City of Milwaukee cancels trick-or-treating as Wisconsin’s coronavirus surge continues

October 22, 2020

The City of Milwaukee has canceled trick-or-treating this year as Wisconsin’s surge in coronavirus cases shows no sign of improving.

Milwaukee will not have designated trick-or-treat times like it has had in the past and the activity will not be sanctioned by the city’s Health Department since it is deemed high-risk during the coronavirus pandemic, city officials said.

Officials are also urging neighborhoods not to have their own door-to-door trick-or-treat activities.

“The City of Milwaukee Health Department does not support any trick-or-treating door-to-door, whether it be at any traditional time as we have known it to be in the past or any individual neighborhood times that we know happen sometimes the day before or the night of,” Interim Health Commissioner Marlaina Jackson said.

She said a lot of thought went into the decision to cancel trick-or-treat.

“Using our medical and scientific experts as our guidance and our true north of how we make decisions, we gave it a considerable amount of thought,” Jackson said.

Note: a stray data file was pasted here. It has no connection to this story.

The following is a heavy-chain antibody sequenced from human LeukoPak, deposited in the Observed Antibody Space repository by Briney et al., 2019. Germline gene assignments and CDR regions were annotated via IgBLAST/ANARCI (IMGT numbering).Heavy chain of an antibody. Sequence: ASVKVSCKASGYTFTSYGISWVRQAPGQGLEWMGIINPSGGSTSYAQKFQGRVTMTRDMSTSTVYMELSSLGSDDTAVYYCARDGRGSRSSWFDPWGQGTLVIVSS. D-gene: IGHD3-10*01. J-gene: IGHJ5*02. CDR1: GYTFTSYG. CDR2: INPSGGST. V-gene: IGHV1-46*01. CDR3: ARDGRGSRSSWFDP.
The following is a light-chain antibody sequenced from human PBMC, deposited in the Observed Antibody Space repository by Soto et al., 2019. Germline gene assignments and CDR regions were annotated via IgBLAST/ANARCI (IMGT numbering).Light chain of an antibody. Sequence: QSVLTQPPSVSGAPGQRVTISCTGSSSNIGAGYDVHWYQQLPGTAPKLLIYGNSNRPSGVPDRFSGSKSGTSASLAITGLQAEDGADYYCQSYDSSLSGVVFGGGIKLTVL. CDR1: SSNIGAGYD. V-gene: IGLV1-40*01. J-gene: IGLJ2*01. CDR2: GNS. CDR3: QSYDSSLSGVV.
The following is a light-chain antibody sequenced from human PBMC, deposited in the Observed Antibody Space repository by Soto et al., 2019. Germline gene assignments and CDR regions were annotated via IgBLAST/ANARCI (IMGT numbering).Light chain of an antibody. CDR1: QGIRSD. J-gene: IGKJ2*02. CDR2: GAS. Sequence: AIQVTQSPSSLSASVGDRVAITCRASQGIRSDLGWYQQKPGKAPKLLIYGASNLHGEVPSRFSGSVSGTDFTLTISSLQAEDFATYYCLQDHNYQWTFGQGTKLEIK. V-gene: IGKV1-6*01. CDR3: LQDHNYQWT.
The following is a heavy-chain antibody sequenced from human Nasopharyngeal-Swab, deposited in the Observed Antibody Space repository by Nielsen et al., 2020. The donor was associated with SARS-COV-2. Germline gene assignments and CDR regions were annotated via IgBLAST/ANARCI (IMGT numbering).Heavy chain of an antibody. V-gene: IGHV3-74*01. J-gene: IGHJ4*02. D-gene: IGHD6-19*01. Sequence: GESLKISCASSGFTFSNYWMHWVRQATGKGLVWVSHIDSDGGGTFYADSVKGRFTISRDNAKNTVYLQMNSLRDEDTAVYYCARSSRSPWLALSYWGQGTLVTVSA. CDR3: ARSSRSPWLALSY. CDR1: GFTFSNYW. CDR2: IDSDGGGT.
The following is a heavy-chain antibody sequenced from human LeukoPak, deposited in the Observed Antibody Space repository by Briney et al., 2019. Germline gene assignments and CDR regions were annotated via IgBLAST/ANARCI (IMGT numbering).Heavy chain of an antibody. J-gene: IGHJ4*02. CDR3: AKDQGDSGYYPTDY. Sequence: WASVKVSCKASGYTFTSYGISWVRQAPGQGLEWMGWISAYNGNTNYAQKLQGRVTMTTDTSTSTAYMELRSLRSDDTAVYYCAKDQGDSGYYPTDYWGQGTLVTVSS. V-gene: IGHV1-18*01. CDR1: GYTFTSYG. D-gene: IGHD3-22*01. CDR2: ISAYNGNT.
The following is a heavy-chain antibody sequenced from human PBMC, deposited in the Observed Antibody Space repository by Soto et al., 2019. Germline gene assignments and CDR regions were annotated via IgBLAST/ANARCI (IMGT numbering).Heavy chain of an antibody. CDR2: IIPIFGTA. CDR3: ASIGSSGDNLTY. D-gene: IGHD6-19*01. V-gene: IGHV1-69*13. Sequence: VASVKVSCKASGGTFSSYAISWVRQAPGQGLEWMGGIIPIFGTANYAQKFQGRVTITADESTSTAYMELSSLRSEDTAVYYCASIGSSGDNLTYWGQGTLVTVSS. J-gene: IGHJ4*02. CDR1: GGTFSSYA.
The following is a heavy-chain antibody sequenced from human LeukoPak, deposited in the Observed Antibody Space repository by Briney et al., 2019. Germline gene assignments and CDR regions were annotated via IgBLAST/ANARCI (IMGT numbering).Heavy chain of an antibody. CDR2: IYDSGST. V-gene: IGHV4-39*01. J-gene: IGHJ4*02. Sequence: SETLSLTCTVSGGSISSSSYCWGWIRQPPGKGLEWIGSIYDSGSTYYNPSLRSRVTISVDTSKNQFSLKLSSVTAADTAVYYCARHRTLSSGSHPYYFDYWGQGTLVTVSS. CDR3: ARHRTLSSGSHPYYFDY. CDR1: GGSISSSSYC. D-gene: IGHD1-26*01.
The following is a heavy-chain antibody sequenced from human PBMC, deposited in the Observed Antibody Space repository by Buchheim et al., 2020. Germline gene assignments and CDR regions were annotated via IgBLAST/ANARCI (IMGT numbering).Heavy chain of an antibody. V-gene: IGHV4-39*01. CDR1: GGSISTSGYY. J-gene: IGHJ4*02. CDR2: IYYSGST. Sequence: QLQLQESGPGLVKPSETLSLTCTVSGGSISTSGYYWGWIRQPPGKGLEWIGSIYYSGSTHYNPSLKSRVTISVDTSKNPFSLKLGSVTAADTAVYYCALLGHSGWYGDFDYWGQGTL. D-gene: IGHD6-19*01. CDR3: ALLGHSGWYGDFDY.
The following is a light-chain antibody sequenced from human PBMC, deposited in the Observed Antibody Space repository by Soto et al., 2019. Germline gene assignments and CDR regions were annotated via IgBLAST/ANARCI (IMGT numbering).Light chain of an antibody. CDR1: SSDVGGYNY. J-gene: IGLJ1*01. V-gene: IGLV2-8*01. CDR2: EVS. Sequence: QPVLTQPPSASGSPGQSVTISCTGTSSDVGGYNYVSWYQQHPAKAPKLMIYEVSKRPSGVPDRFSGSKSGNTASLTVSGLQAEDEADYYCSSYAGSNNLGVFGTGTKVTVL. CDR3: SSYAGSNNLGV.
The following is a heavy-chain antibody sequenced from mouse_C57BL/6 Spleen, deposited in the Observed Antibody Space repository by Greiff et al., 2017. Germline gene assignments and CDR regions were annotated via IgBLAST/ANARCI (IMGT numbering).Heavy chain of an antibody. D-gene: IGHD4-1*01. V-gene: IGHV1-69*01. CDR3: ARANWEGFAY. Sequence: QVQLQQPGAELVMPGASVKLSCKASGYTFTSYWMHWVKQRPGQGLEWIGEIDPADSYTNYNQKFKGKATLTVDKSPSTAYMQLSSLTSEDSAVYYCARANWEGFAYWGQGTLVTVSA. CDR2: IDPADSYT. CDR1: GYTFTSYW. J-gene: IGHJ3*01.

She said that, like trick-or-treating, attending indoor parties with a lot of people who may or may not be wearing masks is also a high risk activity that should be avoided.

Jackson said, if at all possible, Halloween activities should take place outside and social distancing should be practiced.

Milwaukee Mayor Tom Barrett said he doesn’t anticipate police being involved in enforcing the city’s decision, saying it’s an issue of educating the public.

“We have not used law enforcement for any of the orders that we’ve used thus far. We think it’s an education issue more than anything else,” Barrett said. “So I don’t anticipate that we’re going to have police out there looking for trick-or-treaters. Having said that, we’re also not going to create a designated time for trick-or-treating as we have done in the past.”

Officials urged people to try other smaller, family- friendly activities for Halloween, such as having a movie night with others in their “social bubble.”

“We must reimagine many things including Halloween as we continue to deal with the COVID-19 pandemic,” Ald. Marina Dimitrijevic said in a statement.

For example, she encouraged people in her Bay View district to participate in this year’s socially-distanced Pumpkin Pavilion.

Milwaukee wasn’t the only municipality urging residents to reimagine the holiday. The Shorewood Village Board voted unanimously Monday, October 5 to not have village-sanctioned trick-or-treating this year.